Getting Bruised, Hurting, and Dirty” in Academic Leadership: Tempering the “Leprosy” of Careerism with a Sense of Calling

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Dr. Peter Grimmett| Professor and Head, Department of Curriculum and Pedagogy

May 16, 2016

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This talk builds on themes I addressed in December 2013—that, although the world is tragic, full of injustices and things that make us angry, against which we have to fight and kick back, our weapons are to be love, kindness, and beauty. I also referred to Baumann (1995) and Lingis (1994) to theorize human kinship, arguing that difference is not merely unavoidable, but good, precious, and in need of protection and cultivation. Following Lingis, I suggested that entering into conversation with another is to lay down one’s arms and one’s defenses; to throw open the gates of one’s own positions; to expose oneself to the other, the outsider; and to lay oneself open to surprises and contestation. Human kinship, I argued, comes when we eschew speaking with a representative voice, to speak out of our materiality as an earthling. This presentation picks up these themes in the exercise of academic leadership in a manner that does not exclude the stranger but speaks out of one’s “materiality as an earthling.” Hence, the title, Getting Bruised, Hurting, and Dirty. My intent is to theorize about leadership with a sense of calling toward the public good, to address the question of how academic leaders in universities can engage in the kind of action that nurtures a culture that encourages professors to be responsibly accountable and students to engage in assiduous study. My premise is that careerists rarely take the time to understand the complexities of a symbolic and cultural approach to academic leadership and my claim is that we need to select academic leaders who understand how to infuse the work of research and teaching with value, meaning, passion, and purpose.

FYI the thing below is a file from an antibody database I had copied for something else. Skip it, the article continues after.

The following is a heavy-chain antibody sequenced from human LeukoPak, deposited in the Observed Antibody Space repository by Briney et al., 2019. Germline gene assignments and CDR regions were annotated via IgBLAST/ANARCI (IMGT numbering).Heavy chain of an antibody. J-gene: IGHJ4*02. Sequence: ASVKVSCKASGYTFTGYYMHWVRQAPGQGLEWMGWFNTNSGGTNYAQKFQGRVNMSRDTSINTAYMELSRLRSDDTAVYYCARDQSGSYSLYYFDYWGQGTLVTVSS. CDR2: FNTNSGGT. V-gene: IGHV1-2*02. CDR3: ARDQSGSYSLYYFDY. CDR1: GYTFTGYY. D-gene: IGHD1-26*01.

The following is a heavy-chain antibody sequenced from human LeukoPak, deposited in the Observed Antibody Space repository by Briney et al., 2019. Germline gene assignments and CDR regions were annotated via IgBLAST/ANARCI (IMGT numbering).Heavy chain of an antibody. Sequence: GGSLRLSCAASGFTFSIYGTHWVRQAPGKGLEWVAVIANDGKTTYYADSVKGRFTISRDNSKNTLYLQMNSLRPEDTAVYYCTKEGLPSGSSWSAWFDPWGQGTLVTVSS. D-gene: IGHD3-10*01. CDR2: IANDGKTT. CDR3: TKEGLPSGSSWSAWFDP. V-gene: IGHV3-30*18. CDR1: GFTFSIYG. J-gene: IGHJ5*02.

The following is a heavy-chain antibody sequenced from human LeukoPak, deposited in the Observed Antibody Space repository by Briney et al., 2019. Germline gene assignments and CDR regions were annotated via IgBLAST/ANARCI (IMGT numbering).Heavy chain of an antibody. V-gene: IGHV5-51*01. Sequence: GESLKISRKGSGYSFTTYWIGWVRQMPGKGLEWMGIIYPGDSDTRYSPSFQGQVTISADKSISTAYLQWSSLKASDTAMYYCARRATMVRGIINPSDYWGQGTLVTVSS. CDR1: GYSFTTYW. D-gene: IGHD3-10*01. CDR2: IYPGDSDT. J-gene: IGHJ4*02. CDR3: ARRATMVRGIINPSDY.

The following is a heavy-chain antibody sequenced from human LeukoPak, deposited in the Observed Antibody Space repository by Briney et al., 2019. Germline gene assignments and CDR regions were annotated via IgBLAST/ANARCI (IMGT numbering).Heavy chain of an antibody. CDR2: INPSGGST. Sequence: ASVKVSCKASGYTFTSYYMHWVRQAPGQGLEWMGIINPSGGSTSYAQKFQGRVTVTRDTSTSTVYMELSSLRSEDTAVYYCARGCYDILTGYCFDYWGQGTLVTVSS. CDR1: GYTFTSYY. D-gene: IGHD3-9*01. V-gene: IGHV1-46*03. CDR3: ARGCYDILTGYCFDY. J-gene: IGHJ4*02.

Short Bio

Peter P. Grimmett is Professor and Head of the Department of Curriculum and Pedagogy in the Faculty of Education at the University of British Columbia (UBC). A former Associate Dean at Simon Fraser University (SFU), he also served as Director of the Institute for Studies in Teacher Education at SFU, was appointed by the BC Cabinet as the BC Deans of Education appointment to the Council of the BC College of Teachers (the professional body that governed teaching and teacher education in the province) between 2007-2010. He has recently been involved in a five-year Social Sciences and Humanities Research Council of Canada (SSHRC) -funded $2.5 million Canada-wide study of the impact of public policy decisions on conditions of teaching and learning, completed a review of teacher education program accreditation for the province of Ontario, chaired the Academy of Finland’s expert panel adjudicating the Finnish social science research grants competition, and given keynote addresses at international conferences in the USA, Norway, Sweden, Finland, Israel, Slovenia, Australia, South Korea, and South Africa.

In total, he has published 51 refereed journal articles, written 11 books and 46 chapters in books, and in May 2000, he received an honorary doctorate from the University of Tampere, Finland, in recognition of his outstanding merits as a researcher and educator in the areas of professional development and teacher education. His most recent (2012) book, Teacher certification and the Professional Status of Teaching in North America: The New Battleground for Public Education locates recent developments in teacher certification in North America within a broader, international policy context characterized as hegemonic neo-liberalism wherein economic rationalism has begun to trump professional judgment.